Sea Level Rise Drove Early Human Migration In Southeast Asia

Research shows that rising sea levels around 20,000 to 6,000 years ago along with population pressure forced the early inhabitants of Southeast Asia to migrate to South Asia.

AsianScientist (Mar. 14, 2023) – Rising sea levels driven by human-caused climate change are already impacting communities living in coastal areas, and these impacts are expected to get worse in future, especially in resource-starved Asian countries. But communities in Asia have experienced such a rapid rise in sea levels in the past too.

From the Last Glacial Maximum period (approximately 26,000 to 20,000 years ago) to the mid-Holocene period (approximately 6,000 years ago), global sea levels rose 135 metres, flooding half of the Sundaland continental shelf, a large landmass of rainforests and coastal mangroves, which included the Malay Peninsula and the islands of Sumatra, Borneo and Java.

As a result of the reduced land area and rising population that followed, people from these regions were forced to migrate to South Asia and Mainland Southeast Asia, shows a recent study published in Nature by a team of scientists from Singapore, Canada and the United States. The researchers used a combination of paleogeographic and population genomic analysis to study the migration pattern of early settlers in South Asia.

Using historical data, the team constructed paleogeographical maps of sea level changes dating from 26,000 years ago to the present. The team also analyzed whole-genome datasets from the nonprofit organization GenomeAsia 100K, an initiative that aims to shed light on the genome diversity of Asian ethnicities by sequencing 100,000 genomes of people living in Asia. Genomes from 59 ethnic groups native to Southeast and South Asia from 50,000 years ago were analyzed to infer the human population history. Unlike other population history studies that use mitochondrial DNA, which is inherited from mother, whole-genome sequence data comprises DNA from both mother and father.

“GenomeAsia 100K systematically generates maps of Asian human genetic diversity, including indigenous ethnicities who have occupied the region for a long time,” said Stephan Schuster, professor at the Nanyang Technological University’s (NTU) School of Biological Sciences, and Scientific Chair of GenomeAsia 100K. “Integrating those maps with paleoclimatic data allows us now to understand exactly how past climatic events have resulted in ancient human migrations, as well as their impact on today’s population structure.”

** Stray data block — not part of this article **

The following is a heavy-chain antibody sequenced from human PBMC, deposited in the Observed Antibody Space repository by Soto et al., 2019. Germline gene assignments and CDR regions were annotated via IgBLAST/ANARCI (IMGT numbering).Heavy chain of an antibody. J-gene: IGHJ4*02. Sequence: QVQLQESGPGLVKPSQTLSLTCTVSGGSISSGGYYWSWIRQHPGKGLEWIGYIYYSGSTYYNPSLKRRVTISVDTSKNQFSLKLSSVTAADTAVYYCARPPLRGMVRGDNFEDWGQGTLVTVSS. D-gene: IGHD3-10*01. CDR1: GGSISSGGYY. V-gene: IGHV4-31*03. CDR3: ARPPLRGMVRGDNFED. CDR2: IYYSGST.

The indigenous tribes of the Andaman Islands, Malay Peninsula, Thailand and Philippines, referred to as Andamanese, Malaysian and Philippine Negritos, respectively, are the present-day descendants of the early inhabitants of Sundaland.

The study found that from the Last Glacial Maximum to the mid-Holocene, two periods of rapid sea level rise reduced the land area of Sundaland by over 50 percent, causing it to split into smaller islands. That broke land bridges between Palawan, Borneo, Sumatra, and the Malay Peninsula, forcing the communities in these areas to disperse and segregate into smaller groups. This event was followed by temperature increase and the favorable environment led to a surge in population density in Southeast Asia by over eight times from the Last Glacial Maximum. This created immense population pressure on natural resources, causing the communities to migrate to new places for settlement.

Common genetic ancestry between Malaysian and South Asian indigenous groups revealed that the ancestors of Malaysian Negritos migrated northwards towards South Asia. They also migrated to Mainland Southeast Asia. But the proportion of gene flow from Malaysian Negritos to the South Asian Austroasiatic group is larger than to Mainland Southeast Asians.

“Our study found that the climate changes 20,000 years ago influenced to shape diverse ethnicities in Southeast Asians and drive their migration to South Asia that have changed the genetic profile of modern South Asians,” lead researcher Hie Lim Kim, assistant professor at NTU’s Asian School of the Environment and the Singapore Centre for Environmental Life Sciences Engineering, told the Asian Scientist Magazine. “It is important to understand this population history and genetic ancestry of each ethnic group to develop personalised medicine.”

Source: Nanyang Technological University ; Image: Shelly Liew/ Asian Scientist Magazine

The article can be found at: Prehistoric human migration between Sundaland and South Asia was driven by sea-level rise

Disclaimer: This article does not necessarily reflect the views of AsianScientist or its staff.


Neha Jain is a freelance science writer based in Hong Kong, China. She is passionate about life sciences and the environment. Before turning to writing, she worked in a cancer research lab and facilitated science learning among elementary school children through fun, hands-on experiments.

Related Stories from Asian Scientist